Just like the camera it replaces, the Canon EOS-1D X Mk II is a big brute of a camera, with a magnesium alloy shell and weatherproof seals that keep the high-tech insides well protected. It also looks very similar to the old model, with a familiar control arrangement that makes swapping between the two very easy.
One of the most distinguishing features of this type of camera is the twin-grip arrangement, with a vertical grip being integral to the body in addition to the standard horizontal grip; it makes shooting upright images that little bit more comfortable.
Significantly with the 1D X Mk II, when you reach out with your thumb for the mini-joystick controller to shift the AF point, it's in the same location whichever grip you're holding. This makes it easier to find, especially in the early days when you're familiarising yourself with the camera – and it's something that Nikon hasn't managed to do with its D5.
The vertical grip has other controls associated with it, including a shutter release, a main dial and an AF area selection mode button, all conveniently placed for your index finger. There's also a row of three buttons on the back of the grip – for exposure lock, AF start and AF-point selection by default – which can be pressed easily with your thumb.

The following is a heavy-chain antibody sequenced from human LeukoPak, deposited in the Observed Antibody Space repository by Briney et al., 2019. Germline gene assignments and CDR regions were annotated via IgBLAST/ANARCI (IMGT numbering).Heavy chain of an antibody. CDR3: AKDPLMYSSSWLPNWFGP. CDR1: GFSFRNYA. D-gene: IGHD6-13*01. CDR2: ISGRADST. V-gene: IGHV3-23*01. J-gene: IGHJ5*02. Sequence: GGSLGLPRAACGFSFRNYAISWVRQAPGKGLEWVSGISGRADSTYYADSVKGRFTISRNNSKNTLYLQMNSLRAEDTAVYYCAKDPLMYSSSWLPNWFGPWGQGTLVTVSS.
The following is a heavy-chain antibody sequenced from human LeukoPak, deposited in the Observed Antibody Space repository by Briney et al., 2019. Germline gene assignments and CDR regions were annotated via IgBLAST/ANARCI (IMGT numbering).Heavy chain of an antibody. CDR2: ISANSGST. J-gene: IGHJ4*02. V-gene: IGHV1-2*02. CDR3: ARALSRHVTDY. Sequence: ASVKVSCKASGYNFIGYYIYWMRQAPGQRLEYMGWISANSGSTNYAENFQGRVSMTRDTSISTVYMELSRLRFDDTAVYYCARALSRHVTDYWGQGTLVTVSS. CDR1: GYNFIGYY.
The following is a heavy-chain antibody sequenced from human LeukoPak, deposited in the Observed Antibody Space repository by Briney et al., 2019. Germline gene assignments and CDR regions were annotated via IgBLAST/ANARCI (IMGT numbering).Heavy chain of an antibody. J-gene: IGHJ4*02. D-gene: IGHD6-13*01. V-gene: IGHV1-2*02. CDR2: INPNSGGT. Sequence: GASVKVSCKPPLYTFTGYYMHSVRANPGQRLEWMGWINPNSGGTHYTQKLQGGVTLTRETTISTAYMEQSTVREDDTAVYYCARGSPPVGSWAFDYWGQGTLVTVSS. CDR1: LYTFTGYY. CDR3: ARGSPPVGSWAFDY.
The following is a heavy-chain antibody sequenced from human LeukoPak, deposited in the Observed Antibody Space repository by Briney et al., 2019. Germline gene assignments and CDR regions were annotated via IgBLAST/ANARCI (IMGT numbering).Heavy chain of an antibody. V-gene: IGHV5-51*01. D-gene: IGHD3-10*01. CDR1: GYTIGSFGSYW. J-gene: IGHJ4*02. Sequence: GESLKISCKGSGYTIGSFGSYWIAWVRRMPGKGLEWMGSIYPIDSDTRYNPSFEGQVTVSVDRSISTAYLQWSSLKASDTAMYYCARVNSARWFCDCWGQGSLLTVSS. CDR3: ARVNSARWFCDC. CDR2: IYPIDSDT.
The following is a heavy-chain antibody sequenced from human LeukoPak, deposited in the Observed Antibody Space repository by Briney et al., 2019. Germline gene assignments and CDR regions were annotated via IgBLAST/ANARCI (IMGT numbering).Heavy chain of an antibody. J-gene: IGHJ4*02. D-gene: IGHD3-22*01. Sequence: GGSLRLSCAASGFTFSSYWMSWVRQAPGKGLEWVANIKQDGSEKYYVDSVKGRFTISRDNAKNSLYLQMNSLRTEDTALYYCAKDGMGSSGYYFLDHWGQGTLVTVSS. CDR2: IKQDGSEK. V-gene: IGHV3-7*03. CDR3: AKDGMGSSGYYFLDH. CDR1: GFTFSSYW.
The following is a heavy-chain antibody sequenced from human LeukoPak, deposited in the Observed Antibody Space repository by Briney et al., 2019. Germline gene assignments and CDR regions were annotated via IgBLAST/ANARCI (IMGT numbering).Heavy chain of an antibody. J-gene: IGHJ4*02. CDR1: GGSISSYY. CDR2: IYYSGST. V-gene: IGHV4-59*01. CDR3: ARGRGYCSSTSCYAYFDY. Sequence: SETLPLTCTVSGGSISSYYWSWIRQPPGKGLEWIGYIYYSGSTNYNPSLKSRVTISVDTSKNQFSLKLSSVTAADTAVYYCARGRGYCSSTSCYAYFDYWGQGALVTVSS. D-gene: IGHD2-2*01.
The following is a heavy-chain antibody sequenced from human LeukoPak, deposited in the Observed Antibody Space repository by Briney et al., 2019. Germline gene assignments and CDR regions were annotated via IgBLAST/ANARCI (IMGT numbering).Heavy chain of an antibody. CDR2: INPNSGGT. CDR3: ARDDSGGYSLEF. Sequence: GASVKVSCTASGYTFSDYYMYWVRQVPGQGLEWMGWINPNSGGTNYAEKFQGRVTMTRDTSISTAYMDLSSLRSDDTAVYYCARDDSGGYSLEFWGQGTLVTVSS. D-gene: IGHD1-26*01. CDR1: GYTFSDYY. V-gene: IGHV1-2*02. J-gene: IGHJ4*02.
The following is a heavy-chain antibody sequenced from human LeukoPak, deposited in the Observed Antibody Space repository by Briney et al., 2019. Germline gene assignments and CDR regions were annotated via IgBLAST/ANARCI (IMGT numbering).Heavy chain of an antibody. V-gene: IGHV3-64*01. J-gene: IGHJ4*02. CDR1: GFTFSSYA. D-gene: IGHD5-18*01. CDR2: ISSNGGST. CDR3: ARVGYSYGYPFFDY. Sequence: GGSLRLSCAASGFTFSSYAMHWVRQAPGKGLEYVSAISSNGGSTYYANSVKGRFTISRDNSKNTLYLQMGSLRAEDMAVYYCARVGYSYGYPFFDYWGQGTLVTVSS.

In a slight change from the previous model, the ridge that divided the function buttons near the lens mount from the grip has been removed, and this makes those buttons easier to locate when you're looking through the viewfinder.
One of the most notable changes that the Mk II version introduces over the original 1D X is that the 3.2-inch 1,620k-dot screen on the back is touch-sensitive – a first for a Canon full-frame camera. However, the touch control is only used in Live View mode for setting the AF point, and in Video mode for turning on or off the continuous autofocusing (as well as setting AF point).
That's a shame, because Canon has one of the best touch-screen implementations around. While the main menu options may be a little small for selecting with a finger on the screen, the Quick Menu is larger and could be navigated by touch.
On the subject of the Quick Menu, this has been made customisable, which is useful. This enables you to specify which items you want to access, as well as how much space each occupies on the screen so that some can be made easier to see. Those who swap frequently between stills and video shooting may wish it was possible to create two custom Quick Menus, one for each shooting mode.
Both the 1D X and 1D X Mk II have 3.2-inch Clear View II TFT screens, but the original camera's has 1,040,000 dots while the Mk II's has 1,620,000. Those extra 580,000 dots make quite a difference; the screen is the clearest and sharpest I've ever seen, and it stands up to reflections well – and when you take a shot with a good lens the image seems to pop out at you from the screen, giving you confidence that you've got the job done. The viewfinder is also bright and clear, but it doesn't offer anything over the 1D X's.
I wouldn't say the Mk II is a quiet camera, but the new cam mechanism makes the mirror movements feel controlled when you're shooting at 14fps, and the blackout period is very brief.